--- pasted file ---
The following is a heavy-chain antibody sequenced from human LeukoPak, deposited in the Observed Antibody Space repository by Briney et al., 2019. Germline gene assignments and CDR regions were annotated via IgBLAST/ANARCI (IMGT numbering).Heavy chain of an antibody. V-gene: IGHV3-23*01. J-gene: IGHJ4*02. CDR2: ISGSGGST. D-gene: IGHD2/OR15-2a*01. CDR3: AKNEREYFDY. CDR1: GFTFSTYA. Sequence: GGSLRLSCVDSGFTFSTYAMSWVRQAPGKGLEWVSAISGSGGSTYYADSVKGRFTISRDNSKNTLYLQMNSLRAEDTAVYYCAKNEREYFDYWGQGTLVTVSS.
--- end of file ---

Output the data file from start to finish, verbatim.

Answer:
The following is a heavy-chain antibody sequenced from human LeukoPak, deposited in the Observed Antibody Space repository by Briney et al., 2019. Germline gene assignments and CDR regions were annotated via IgBLAST/ANARCI (IMGT numbering).Heavy chain of an antibody. V-gene: IGHV3-23*01. J-gene: IGHJ4*02. CDR2: ISGSGGST. D-gene: IGHD2/OR15-2a*01. CDR3: AKNEREYFDY. CDR1: GFTFSTYA. Sequence: GGSLRLSCVDSGFTFSTYAMSWVRQAPGKGLEWVSAISGSGGSTYYADSVKGRFTISRDNSKNTLYLQMNSLRAEDTAVYYCAKNEREYFDYWGQGTLVTVSS.